Fanny Wadling practices in Memorial Gym at the University of Maine in October 2019. So far this season, the UMaine men’s and women’s basketball teams have been playing all their games on the road. Michael G. Seamans/Morning Sentinel

University of Maine officials are working on plans to hold home basketball games within the state’s 50-person indoor gathering limit, possibly starting in early January.

UMaine Athletic Director Ken Ralph said a decision could be coming soon.

“Our operations staff is working with the leadership at America East to determine if we have an acceptable plan to host at the 50-person mandated state limit,” Ralph said Tuesday afternoon. “We hope to have clarity on this issue in the coming days.”

Maine’s men’s basketball team is scheduled to play at home against New Hampshire on Jan. 2 and 3. The women’s basketball team isn’t scheduled for any home games until Jan. 9 and 10 against the New Jersey Institute of Technology.

If the Black Bears are allowed to host, games will be held without fans, with only essential team and game personnel at courtside.

It is unclear whether those games would be played on campus in Orono at Memorial Gym, also known as The Pit, or at Cross Insurance Center in Bangor, where the school’s basketball teams have played their home games in recent years.

Matt Bourque, the America East senior associate commissioner for broadcast media and partnerships, said the conference is working with UMaine officials to get home games for the Black Bears.

“The good news with Maine is that they were already scheduled to be off the second week of our season (Dec. 26 and 27), so that gives us a little more time to listen to Ken,” said Bourque. “He’s trying to find a solution where potentially they could play (at home), whether the restrictions loosen or in finding a way to work within that number.”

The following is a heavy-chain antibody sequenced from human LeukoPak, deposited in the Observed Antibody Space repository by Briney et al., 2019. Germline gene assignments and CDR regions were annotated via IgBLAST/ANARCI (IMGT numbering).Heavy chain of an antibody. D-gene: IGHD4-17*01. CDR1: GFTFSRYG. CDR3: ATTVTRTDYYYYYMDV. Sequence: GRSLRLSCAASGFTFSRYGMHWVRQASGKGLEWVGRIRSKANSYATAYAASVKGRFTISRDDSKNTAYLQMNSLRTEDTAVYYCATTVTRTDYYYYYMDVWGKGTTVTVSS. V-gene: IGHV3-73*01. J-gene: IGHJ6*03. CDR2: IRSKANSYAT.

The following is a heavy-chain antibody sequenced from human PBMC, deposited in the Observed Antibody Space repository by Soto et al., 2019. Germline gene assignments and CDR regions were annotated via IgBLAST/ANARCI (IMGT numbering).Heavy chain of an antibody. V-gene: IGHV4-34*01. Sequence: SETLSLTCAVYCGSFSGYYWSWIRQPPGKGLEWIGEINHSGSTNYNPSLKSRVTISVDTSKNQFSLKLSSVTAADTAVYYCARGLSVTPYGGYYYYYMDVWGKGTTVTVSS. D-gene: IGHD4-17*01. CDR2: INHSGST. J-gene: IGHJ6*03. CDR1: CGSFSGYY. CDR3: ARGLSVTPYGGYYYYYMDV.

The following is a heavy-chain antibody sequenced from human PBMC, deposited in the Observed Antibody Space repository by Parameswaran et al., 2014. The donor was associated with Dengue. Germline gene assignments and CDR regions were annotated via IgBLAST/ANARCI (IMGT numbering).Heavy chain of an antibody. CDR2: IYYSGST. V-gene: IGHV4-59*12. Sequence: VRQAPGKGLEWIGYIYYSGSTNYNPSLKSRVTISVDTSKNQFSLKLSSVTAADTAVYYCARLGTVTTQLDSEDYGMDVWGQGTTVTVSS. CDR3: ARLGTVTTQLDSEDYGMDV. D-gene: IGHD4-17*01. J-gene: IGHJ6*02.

Bourque added that Maine is the only school in America East “dealing with that particular capacity limit. But others are dealing with different quarantines based on local and state CDC guidelines or different travel restrictions depending on which state they’re in. Each state is unique and we’re trying to keep track of all those protocols.”

All UMaine winter sports teams have spent the early part of the season on the road. The women’s hockey team has played six road games, going 4-2, while the men’s hockey team has played only two games (0-1-1) with eight games postponed – six when the university shut down sports for a two-week period following a positive COVID-19 case – and two more last weekend when the players went into quarantine.

The women’s basketball team has won all four of its road games after Tuesday’s 85-57 win in Hartford, while the men’s team has played three games after Tuesday’s 78-62 loss at Boston College.

While the basketball teams appear close to being able to play at home, it is unlikely that the hockey teams will be able to play at Alfond Arena this winter unless state officials grant a waiver to the 50-person indoor gathering limit.

Dan Demeritt, the executive director of public affairs for the University of Maine system, said Tuesday that university officials are “still having discussions” with state officials regarding home hockey games.

University officials have reached out several times to state officials, including two letters from university President Joan Ferrini-Mundy to Maine Department of Health and Human Services Commissioner Jeanne Lambrew and Maine Department of Economic and Community Development Commissioner Heather Johnson, asking for a limited waiver that would allow the Black Bears to exceed the indoor gathering limit for hockey games at Alfond Arena.